Since it started broadcasting news programme over five years ago, N1 TV along with its website became a thorn in Serbia's regime's eye because of its independence from the authorities and unbiased reporting, journalists and experts say.
Used to its fawning media across the board, the regime, including top officials like President Aleksandar Vucic, and down to the small apparatchik don't miss a chance to say something wrong, ugly and untrue information about N1.
Starting from describing N1 as "an American TV," "a CIA TV," and alike to threats on social media to its staff, throwing insulting leaflets into the headquarter's backyard and distributing them throughout the city.
Besides, the majority of the regime representatives prevents N1 from reporting 'from the other side' by rejecting repeated calls for comments or taking parts in talk shows, banning it from reporting even from public events or posting questions at news conferences.
As all of that isn't enough, the United Group's SBB cable provider and United Media which N1 is a part of must continuously fight for the market share in unfair conditions where, often illegally, the state Telekom Serbia is privileged.
The latest attempt by that state company was to deprive a million viewers in the country of watching N1, Sport Klub and some other United Media channels.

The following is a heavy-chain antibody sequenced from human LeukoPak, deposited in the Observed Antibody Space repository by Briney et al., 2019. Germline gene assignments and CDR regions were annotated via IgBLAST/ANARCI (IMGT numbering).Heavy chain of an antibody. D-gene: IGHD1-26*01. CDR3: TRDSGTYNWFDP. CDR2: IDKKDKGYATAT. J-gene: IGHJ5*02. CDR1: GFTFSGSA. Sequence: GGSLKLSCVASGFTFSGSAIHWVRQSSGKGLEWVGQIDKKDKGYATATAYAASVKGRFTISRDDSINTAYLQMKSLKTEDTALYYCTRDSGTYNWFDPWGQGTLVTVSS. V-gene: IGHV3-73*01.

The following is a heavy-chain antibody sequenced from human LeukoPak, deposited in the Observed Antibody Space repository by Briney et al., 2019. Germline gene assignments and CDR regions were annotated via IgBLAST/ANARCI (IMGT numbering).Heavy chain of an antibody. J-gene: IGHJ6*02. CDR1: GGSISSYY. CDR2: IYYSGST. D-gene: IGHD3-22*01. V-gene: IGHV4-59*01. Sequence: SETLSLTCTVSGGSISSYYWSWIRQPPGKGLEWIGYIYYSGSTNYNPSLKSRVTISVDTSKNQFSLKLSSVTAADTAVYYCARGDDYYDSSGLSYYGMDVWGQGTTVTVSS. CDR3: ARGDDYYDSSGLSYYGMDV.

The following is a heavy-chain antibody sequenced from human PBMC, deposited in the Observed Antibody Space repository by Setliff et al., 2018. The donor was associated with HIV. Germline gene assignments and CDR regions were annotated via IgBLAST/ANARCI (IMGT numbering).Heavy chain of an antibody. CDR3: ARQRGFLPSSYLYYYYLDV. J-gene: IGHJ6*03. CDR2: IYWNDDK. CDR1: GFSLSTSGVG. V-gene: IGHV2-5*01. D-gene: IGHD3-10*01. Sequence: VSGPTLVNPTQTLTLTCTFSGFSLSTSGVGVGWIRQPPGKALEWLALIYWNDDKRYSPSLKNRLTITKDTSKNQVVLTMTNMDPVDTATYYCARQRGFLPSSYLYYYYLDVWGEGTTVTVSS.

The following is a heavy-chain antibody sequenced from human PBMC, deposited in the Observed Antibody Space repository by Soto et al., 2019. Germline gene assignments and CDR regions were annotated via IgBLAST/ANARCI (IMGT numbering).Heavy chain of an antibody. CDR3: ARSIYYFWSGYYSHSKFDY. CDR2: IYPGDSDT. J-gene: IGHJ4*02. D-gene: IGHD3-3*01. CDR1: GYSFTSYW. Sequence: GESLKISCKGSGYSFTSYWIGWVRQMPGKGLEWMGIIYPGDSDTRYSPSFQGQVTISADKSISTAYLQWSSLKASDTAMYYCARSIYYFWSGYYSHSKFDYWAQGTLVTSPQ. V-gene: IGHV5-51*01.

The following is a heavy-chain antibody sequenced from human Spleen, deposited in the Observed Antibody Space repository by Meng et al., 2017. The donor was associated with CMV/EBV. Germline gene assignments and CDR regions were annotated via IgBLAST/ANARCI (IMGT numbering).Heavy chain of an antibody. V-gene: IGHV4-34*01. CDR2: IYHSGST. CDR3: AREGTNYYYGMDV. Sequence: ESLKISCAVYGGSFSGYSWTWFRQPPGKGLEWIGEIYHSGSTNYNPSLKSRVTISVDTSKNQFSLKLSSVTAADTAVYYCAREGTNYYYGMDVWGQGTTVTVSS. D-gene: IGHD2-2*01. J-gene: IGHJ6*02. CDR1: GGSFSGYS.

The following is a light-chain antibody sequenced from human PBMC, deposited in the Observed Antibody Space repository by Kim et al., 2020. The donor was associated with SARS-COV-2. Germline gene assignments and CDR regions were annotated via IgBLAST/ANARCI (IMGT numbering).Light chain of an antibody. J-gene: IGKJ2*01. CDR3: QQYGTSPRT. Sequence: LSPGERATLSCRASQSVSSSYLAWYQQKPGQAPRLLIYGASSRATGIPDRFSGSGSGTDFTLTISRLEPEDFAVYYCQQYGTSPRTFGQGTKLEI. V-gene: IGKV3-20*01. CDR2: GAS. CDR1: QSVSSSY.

It simply did not want to extend the agreement, stating non-existant arguments by which it deceived the public of choosing what programme to watch and blaming United Media for own decisions.
Does this mean, as N1 reporter Maja Djuric asked in her report, that the state bans media and pluralism?
Independent journalists and experts agree that N1 disturbs the authorities. They all see a political background behind the state Telkom's decision and its refusal of United Media's offers.
Their comments vary from "one day the only the networks reporting in a manner of the "Orwell's Ministry of Truth,' will be available;" to "there is something else besides money. And it is particularly interesting ahead of the spring general elections," and "the independence of the players and pluralism are disturbing and should somehow be put under control and eventually shut down," "political and every other monopoly, in media, in economy – nothing else and no one else except us should exist."
Many agree that no one is free if they don't know the truth about what is going on around them. Without relevant information, people can't make their choice in life as well as in elections.
Taming the media can temporarily help to preserve power, but that, like anything else, doesn't last forever.